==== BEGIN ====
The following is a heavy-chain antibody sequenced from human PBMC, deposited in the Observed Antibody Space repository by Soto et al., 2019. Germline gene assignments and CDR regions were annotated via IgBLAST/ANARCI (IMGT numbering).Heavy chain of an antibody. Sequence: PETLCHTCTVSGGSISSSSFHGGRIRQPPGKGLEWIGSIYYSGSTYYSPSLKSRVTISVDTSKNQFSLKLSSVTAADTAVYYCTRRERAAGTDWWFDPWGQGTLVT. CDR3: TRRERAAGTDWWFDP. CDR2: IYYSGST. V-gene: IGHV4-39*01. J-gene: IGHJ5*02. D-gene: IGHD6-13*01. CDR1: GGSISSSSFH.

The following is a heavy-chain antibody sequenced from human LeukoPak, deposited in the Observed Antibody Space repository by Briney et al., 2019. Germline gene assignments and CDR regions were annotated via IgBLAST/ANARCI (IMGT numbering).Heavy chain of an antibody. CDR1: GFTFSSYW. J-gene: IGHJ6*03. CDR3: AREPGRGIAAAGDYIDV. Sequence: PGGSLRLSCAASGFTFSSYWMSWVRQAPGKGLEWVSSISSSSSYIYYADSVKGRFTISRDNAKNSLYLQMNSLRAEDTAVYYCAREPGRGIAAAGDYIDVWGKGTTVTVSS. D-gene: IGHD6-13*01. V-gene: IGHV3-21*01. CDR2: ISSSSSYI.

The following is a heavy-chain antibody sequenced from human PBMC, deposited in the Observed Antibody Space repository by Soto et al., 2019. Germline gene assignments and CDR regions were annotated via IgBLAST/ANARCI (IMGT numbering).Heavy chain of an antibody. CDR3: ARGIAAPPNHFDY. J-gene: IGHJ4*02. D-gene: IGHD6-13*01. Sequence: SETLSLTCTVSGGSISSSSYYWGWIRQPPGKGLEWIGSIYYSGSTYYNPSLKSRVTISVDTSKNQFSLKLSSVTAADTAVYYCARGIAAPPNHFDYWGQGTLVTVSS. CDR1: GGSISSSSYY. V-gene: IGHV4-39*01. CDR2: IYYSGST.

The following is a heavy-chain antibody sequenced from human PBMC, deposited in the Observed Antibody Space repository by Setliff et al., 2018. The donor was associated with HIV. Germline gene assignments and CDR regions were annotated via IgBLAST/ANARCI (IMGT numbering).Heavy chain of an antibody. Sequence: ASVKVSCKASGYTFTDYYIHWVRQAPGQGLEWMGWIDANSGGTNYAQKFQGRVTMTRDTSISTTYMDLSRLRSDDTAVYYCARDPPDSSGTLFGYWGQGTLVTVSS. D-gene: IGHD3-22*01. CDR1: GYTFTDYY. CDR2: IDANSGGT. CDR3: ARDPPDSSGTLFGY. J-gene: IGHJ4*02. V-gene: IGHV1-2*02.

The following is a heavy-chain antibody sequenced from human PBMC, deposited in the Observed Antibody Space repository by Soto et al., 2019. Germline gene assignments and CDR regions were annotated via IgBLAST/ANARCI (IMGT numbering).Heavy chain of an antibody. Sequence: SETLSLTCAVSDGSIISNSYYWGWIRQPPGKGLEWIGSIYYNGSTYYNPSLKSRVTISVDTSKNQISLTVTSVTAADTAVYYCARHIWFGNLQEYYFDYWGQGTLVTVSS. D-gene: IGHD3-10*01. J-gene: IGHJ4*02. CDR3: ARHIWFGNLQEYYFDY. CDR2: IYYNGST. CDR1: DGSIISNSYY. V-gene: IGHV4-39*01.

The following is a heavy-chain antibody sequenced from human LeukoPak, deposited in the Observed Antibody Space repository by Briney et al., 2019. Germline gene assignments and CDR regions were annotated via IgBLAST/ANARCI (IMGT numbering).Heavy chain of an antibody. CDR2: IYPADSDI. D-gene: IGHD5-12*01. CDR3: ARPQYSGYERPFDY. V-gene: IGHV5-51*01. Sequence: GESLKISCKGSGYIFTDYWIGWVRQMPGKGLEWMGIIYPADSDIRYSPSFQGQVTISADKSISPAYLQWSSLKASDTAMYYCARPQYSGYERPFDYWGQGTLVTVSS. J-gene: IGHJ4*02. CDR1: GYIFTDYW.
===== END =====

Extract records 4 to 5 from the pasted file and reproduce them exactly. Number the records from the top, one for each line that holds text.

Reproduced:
The following is a heavy-chain antibody sequenced from human PBMC, deposited in the Observed Antibody Space repository by Setliff et al., 2018. The donor was associated with HIV. Germline gene assignments and CDR regions were annotated via IgBLAST/ANARCI (IMGT numbering).Heavy chain of an antibody. Sequence: ASVKVSCKASGYTFTDYYIHWVRQAPGQGLEWMGWIDANSGGTNYAQKFQGRVTMTRDTSISTTYMDLSRLRSDDTAVYYCARDPPDSSGTLFGYWGQGTLVTVSS. D-gene: IGHD3-22*01. CDR1: GYTFTDYY. CDR2: IDANSGGT. CDR3: ARDPPDSSGTLFGY. J-gene: IGHJ4*02. V-gene: IGHV1-2*02.

The following is a heavy-chain antibody sequenced from human PBMC, deposited in the Observed Antibody Space repository by Soto et al., 2019. Germline gene assignments and CDR regions were annotated via IgBLAST/ANARCI (IMGT numbering).Heavy chain of an antibody. Sequence: SETLSLTCAVSDGSIISNSYYWGWIRQPPGKGLEWIGSIYYNGSTYYNPSLKSRVTISVDTSKNQISLTVTSVTAADTAVYYCARHIWFGNLQEYYFDYWGQGTLVTVSS. D-gene: IGHD3-10*01. J-gene: IGHJ4*02. CDR3: ARHIWFGNLQEYYFDY. CDR2: IYYNGST. CDR1: DGSIISNSYY. V-gene: IGHV4-39*01.